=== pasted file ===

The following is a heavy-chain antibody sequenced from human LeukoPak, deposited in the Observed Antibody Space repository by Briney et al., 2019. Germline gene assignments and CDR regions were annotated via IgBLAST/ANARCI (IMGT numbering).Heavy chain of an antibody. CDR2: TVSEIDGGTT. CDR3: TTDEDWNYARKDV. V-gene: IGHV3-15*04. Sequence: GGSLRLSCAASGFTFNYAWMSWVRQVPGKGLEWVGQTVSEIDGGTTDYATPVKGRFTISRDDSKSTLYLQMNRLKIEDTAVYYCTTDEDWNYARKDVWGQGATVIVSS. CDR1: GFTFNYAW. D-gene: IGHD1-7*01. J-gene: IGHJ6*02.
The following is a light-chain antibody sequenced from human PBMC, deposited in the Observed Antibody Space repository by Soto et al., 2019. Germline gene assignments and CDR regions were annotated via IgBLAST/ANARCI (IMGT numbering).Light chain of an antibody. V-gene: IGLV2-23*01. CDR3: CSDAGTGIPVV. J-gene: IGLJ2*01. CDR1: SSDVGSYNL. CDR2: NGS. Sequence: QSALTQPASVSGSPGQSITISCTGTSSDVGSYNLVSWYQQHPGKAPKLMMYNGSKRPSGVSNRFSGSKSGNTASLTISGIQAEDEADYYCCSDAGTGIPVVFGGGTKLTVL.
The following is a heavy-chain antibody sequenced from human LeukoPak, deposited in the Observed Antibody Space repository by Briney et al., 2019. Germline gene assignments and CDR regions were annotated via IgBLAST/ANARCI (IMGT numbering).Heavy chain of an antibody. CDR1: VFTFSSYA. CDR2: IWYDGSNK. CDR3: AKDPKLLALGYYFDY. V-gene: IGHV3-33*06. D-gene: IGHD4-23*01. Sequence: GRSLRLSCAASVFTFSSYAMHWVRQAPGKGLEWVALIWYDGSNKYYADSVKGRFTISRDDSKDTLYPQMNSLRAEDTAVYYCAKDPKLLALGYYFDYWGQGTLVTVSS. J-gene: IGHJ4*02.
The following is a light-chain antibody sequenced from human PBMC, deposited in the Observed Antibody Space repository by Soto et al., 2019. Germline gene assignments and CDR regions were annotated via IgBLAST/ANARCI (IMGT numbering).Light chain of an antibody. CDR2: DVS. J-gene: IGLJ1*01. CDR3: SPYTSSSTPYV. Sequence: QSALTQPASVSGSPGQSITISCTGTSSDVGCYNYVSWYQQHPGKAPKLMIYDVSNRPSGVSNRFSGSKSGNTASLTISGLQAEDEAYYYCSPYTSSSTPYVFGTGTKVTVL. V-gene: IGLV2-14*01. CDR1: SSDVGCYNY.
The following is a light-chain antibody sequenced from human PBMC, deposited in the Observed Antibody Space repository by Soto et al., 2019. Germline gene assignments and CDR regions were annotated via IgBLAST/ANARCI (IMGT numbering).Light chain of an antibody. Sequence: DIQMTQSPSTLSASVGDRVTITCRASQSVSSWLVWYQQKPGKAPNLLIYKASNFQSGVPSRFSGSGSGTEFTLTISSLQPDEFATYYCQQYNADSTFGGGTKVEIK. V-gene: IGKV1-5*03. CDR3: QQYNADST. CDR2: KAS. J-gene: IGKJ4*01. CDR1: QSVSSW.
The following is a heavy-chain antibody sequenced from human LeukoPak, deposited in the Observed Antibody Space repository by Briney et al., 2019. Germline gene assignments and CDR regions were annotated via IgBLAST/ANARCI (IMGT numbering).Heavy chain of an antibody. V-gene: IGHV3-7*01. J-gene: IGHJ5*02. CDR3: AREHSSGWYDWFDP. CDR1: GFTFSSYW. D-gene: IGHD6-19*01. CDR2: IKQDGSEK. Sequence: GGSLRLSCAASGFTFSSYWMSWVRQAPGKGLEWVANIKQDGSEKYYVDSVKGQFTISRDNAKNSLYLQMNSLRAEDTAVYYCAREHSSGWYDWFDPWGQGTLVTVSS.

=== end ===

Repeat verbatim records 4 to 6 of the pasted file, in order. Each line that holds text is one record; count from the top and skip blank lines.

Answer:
The following is a light-chain antibody sequenced from human PBMC, deposited in the Observed Antibody Space repository by Soto et al., 2019. Germline gene assignments and CDR regions were annotated via IgBLAST/ANARCI (IMGT numbering).Light chain of an antibody. CDR2: DVS. J-gene: IGLJ1*01. CDR3: SPYTSSSTPYV. Sequence: QSALTQPASVSGSPGQSITISCTGTSSDVGCYNYVSWYQQHPGKAPKLMIYDVSNRPSGVSNRFSGSKSGNTASLTISGLQAEDEAYYYCSPYTSSSTPYVFGTGTKVTVL. V-gene: IGLV2-14*01. CDR1: SSDVGCYNY.
The following is a light-chain antibody sequenced from human PBMC, deposited in the Observed Antibody Space repository by Soto et al., 2019. Germline gene assignments and CDR regions were annotated via IgBLAST/ANARCI (IMGT numbering).Light chain of an antibody. Sequence: DIQMTQSPSTLSASVGDRVTITCRASQSVSSWLVWYQQKPGKAPNLLIYKASNFQSGVPSRFSGSGSGTEFTLTISSLQPDEFATYYCQQYNADSTFGGGTKVEIK. V-gene: IGKV1-5*03. CDR3: QQYNADST. CDR2: KAS. J-gene: IGKJ4*01. CDR1: QSVSSW.
The following is a heavy-chain antibody sequenced from human LeukoPak, deposited in the Observed Antibody Space repository by Briney et al., 2019. Germline gene assignments and CDR regions were annotated via IgBLAST/ANARCI (IMGT numbering).Heavy chain of an antibody. V-gene: IGHV3-7*01. J-gene: IGHJ5*02. CDR3: AREHSSGWYDWFDP. CDR1: GFTFSSYW. D-gene: IGHD6-19*01. CDR2: IKQDGSEK. Sequence: GGSLRLSCAASGFTFSSYWMSWVRQAPGKGLEWVANIKQDGSEKYYVDSVKGQFTISRDNAKNSLYLQMNSLRAEDTAVYYCAREHSSGWYDWFDPWGQGTLVTVSS.